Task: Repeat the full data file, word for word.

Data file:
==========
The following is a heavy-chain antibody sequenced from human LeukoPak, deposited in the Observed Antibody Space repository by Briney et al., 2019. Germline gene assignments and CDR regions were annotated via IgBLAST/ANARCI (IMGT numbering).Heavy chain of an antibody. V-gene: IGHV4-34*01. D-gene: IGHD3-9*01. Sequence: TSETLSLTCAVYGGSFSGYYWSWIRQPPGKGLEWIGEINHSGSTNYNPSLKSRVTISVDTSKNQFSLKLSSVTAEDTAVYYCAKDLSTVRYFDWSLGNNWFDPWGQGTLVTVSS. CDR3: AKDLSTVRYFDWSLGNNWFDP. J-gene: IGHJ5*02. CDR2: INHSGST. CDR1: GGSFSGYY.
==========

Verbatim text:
The following is a heavy-chain antibody sequenced from human LeukoPak, deposited in the Observed Antibody Space repository by Briney et al., 2019. Germline gene assignments and CDR regions were annotated via IgBLAST/ANARCI (IMGT numbering).Heavy chain of an antibody. V-gene: IGHV4-34*01. D-gene: IGHD3-9*01. Sequence: TSETLSLTCAVYGGSFSGYYWSWIRQPPGKGLEWIGEINHSGSTNYNPSLKSRVTISVDTSKNQFSLKLSSVTAEDTAVYYCAKDLSTVRYFDWSLGNNWFDPWGQGTLVTVSS. CDR3: AKDLSTVRYFDWSLGNNWFDP. J-gene: IGHJ5*02. CDR2: INHSGST. CDR1: GGSFSGYY.